Screening for cellulosome signatures in schistocerca gregaria and coptotermes curvignathus gut bacteria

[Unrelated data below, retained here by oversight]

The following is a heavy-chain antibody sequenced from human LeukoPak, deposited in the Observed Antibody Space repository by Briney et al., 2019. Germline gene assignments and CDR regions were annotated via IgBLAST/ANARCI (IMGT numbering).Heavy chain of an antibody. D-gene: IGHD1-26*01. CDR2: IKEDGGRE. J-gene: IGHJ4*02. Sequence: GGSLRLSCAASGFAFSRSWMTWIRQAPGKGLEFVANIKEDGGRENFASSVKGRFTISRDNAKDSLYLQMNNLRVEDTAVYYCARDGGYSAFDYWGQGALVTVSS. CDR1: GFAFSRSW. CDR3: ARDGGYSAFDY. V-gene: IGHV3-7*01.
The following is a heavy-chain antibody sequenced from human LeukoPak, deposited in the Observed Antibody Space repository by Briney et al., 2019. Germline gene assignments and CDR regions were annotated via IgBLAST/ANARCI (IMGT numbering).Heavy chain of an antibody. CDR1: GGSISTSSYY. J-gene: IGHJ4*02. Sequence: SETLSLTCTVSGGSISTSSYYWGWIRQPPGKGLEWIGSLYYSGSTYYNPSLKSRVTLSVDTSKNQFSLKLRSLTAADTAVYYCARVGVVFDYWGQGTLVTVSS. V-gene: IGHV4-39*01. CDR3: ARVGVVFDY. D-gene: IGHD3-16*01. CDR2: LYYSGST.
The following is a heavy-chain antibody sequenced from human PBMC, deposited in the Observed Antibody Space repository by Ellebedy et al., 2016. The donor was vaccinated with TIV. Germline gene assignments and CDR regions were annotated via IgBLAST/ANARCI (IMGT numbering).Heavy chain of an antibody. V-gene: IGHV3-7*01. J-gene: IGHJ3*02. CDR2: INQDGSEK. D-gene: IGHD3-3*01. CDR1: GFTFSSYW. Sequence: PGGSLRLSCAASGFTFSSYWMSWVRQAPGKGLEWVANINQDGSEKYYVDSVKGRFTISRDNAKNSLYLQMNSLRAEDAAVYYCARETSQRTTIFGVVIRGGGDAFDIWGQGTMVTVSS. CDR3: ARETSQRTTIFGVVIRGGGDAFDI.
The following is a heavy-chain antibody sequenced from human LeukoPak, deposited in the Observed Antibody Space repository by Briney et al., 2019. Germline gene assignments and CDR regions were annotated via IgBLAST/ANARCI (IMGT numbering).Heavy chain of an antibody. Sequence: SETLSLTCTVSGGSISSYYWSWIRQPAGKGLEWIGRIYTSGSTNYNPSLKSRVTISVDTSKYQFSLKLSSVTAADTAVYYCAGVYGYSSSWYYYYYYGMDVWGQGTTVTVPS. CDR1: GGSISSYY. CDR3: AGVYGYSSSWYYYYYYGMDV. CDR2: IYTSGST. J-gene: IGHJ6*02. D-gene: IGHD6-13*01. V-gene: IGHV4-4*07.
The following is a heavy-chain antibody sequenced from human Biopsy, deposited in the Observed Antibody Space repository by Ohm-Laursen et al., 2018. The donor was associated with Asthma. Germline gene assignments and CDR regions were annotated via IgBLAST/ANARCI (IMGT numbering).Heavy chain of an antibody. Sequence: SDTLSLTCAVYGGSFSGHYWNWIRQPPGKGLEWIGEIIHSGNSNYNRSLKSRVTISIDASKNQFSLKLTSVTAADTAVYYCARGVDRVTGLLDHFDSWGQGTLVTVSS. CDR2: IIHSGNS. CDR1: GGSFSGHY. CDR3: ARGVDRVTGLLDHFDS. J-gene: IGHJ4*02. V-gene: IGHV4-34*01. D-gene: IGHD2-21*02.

Cellulosomes are large extracellular multienzyme complexes produced by several cdlululytic , microorganisms, the first example of which was discovered in anaerobic, thermophilic ~. bacteria, Clostridium thermocellum. Cellulosomes are designed for efficient degradation of cellulose and associated plant cell wall material and thus provide a great potential for use in b\ocOOversion of lignocellulosic biomass to biofuel such as bin-ethannl and other chemicals Rational bioengineering of cellulosomal components for production of tailor-made 'designer cellulosome' is now being developed for improved cellulose degradation. Development of . designer cellulosomes provides future breakthroughs necessary for their exploitation in industrial bioconversion of lignocellulose. These advances, combined with ecological and metagenomic studies otTer unforeseen opportunities to utilise the rich unexplored microbial world for increased utilization of plant biomass for energy. This research was aimed at .:reening for cellulosomal genes in an array of environmental metagenomes. In the study two environmental metagenomes were considered, the termite and the locust gut. Four cellulolytic bacterial strains were isolated from a lower termite (Coptotermes curvignathus) and the desert locust (Schistocerca gregoria). The bacterial isolates were named as Strain I, Strain 2. Strain 3 and Strain 4. Strain I and Strain 2 were isolated from locust gut while Strain 3 and Strain 4 were isolated from termite gut. The isolates were found to belong to Bacillus pumi/us (Strain I and Strain 2), Bacillus cereus (Strain 3) and Pseudumunas pulida (Strain 4) as confirmed by 16s rDNA sequence homology. These isolates were screened for the presence ofcellulosome genes by dot blot and southern blot hybridization using DNA probes designed from cohesin and dockerin domains; the principal subunits of the cellulosome complex, where positive signatureS were detected in all isolates. Cellulnsnme gen' were also screened by peR using primers designed from cohesin and dockerin domains of Clostridium thermacellum. The pCR products were sequenced, and the deduced sequences used for PhylogenetiC analysis. Most of the amplified sequences clustered with cohesin and dockerin containing sequences indicating the presence of these modules in the isolates. Results obtained in this research indicated that termites and locusts guts offer a potential source of cellulosome producing bacteria. More research is therefore required to isolate and screen the two metagenomes for cellulolytic and cellulosome producing bacteria. The isolation of bacteria from these insects may be useful in the degradation of cellulosic material.